Australia’s Housing Affordability Crisis Deepens as Rental Market Squeezes Tighter - Property Inc

Australia’s Housing Affordability Crisis Deepens as Rental Market Squeezes Tighter

Australia is facing an unprecedented housing affordability crisis, with rental properties becoming increasingly out of reach for many Australians. The latest PropTrack Rental Affordability report reveals a grim picture: households earning the median income of $110,000 a year can now afford only 39% of available rental properties, marking the lowest figure since the report began 17 years ago. “Over the six months to December 2023, households across the income distribution system could afford to rent the smallest share of advertised rentals since at least 2008,” noted Angus Moore, PropTrack’s senior economist. Moore highlighted a staggering 38% surge in rental prices since the pandemic as a primary driver of the deteriorating affordability

The situation is particularly dire in New South Wales, Tasmania, and Queensland, where affordability levels are the worst of any jurisdiction. In Sydney, for example, the median rent has reached $700 a week as of December 2023, significantly higher than the capital city median

Concurrently, the Australian property market has experienced volatility, with rapid price increases during 2020 and 2021, followed by a decline in 2022 as the Reserve Bank of Australia (RBA) raised interest rates. However, signs of recovery have emerged in 2023, with slight rises in property values across all capital cities in March and April, the first such increases in 11 months

Experts believe this recovery is due to a combination of factors, including net migration and a shortage of stock, leading to a more competitive market for sellers. Tim Lawless, director of research at CoreLogic, suggests, “Many prospective vendors have stayed on the sidelines through the downturn, keeping inventory at below average levels and providing sellers with some leverage at the negotiation table”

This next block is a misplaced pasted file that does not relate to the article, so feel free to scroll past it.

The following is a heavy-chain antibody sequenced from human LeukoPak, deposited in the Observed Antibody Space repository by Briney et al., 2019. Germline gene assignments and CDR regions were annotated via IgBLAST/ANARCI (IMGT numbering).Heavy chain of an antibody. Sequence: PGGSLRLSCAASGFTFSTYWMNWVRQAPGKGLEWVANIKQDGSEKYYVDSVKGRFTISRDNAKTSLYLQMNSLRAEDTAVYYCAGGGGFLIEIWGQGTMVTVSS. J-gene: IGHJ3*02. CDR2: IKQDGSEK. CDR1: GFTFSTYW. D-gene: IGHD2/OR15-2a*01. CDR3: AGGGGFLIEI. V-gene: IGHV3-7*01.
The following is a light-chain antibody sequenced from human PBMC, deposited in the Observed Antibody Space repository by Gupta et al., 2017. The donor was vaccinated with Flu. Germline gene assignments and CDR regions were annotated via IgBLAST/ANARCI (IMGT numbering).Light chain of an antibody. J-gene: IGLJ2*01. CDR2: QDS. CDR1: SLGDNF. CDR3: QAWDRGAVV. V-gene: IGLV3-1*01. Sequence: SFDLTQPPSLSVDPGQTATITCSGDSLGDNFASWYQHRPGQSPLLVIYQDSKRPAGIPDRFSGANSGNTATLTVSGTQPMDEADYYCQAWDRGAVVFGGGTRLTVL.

Despite the challenging conditions, experts do not anticipate a crash in the property market. Instead, they point to strong economic fundamentals and shifts in preferences during the pandemic as underlying supports. The market downturn observed in the latter half of 2022, while significant, is unlikely to result in a crash due to high rents and the return of overseas migration bolstering demand, alongside continued low unemployment limiting distressed sales

Looking forward, the conversation around housing affordability and market stability continues to evolve. As Moore from PropTrack suggests, addressing the surging rents requires a long-term strategy focused on increasing the availability and supply of rental properties. With the property market showing signs of stabilization and recovery, the broader economic implications of housing affordability remain a critical issue for Australians navigating the complex landscape of buying or renting a home.


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